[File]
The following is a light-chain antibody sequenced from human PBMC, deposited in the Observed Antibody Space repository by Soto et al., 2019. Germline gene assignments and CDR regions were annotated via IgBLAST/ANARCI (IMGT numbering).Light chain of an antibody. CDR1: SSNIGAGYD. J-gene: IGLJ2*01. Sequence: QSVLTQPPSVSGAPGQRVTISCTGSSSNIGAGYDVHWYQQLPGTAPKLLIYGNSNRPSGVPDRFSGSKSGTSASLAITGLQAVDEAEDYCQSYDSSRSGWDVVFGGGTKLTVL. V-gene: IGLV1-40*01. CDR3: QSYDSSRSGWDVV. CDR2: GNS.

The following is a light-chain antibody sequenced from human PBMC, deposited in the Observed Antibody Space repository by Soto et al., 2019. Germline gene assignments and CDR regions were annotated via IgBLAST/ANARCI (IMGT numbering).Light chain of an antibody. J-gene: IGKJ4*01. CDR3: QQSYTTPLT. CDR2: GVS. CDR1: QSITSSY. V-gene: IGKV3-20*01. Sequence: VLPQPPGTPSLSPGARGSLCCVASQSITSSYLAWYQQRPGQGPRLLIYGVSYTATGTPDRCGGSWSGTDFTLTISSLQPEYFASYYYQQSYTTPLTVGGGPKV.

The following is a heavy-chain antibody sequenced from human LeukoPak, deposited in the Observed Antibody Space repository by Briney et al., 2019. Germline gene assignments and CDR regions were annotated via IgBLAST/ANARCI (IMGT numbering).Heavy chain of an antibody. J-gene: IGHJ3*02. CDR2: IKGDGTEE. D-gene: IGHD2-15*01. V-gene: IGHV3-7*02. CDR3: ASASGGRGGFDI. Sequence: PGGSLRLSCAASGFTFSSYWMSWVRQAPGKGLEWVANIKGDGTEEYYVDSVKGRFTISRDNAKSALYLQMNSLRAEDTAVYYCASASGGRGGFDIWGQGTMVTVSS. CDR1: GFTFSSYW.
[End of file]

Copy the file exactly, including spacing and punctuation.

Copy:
The following is a light-chain antibody sequenced from human PBMC, deposited in the Observed Antibody Space repository by Soto et al., 2019. Germline gene assignments and CDR regions were annotated via IgBLAST/ANARCI (IMGT numbering).Light chain of an antibody. CDR1: SSNIGAGYD. J-gene: IGLJ2*01. Sequence: QSVLTQPPSVSGAPGQRVTISCTGSSSNIGAGYDVHWYQQLPGTAPKLLIYGNSNRPSGVPDRFSGSKSGTSASLAITGLQAVDEAEDYCQSYDSSRSGWDVVFGGGTKLTVL. V-gene: IGLV1-40*01. CDR3: QSYDSSRSGWDVV. CDR2: GNS.

The following is a light-chain antibody sequenced from human PBMC, deposited in the Observed Antibody Space repository by Soto et al., 2019. Germline gene assignments and CDR regions were annotated via IgBLAST/ANARCI (IMGT numbering).Light chain of an antibody. J-gene: IGKJ4*01. CDR3: QQSYTTPLT. CDR2: GVS. CDR1: QSITSSY. V-gene: IGKV3-20*01. Sequence: VLPQPPGTPSLSPGARGSLCCVASQSITSSYLAWYQQRPGQGPRLLIYGVSYTATGTPDRCGGSWSGTDFTLTISSLQPEYFASYYYQQSYTTPLTVGGGPKV.

The following is a heavy-chain antibody sequenced from human LeukoPak, deposited in the Observed Antibody Space repository by Briney et al., 2019. Germline gene assignments and CDR regions were annotated via IgBLAST/ANARCI (IMGT numbering).Heavy chain of an antibody. J-gene: IGHJ3*02. CDR2: IKGDGTEE. D-gene: IGHD2-15*01. V-gene: IGHV3-7*02. CDR3: ASASGGRGGFDI. Sequence: PGGSLRLSCAASGFTFSSYWMSWVRQAPGKGLEWVANIKGDGTEEYYVDSVKGRFTISRDNAKSALYLQMNSLRAEDTAVYYCASASGGRGGFDIWGQGTMVTVSS. CDR1: GFTFSSYW.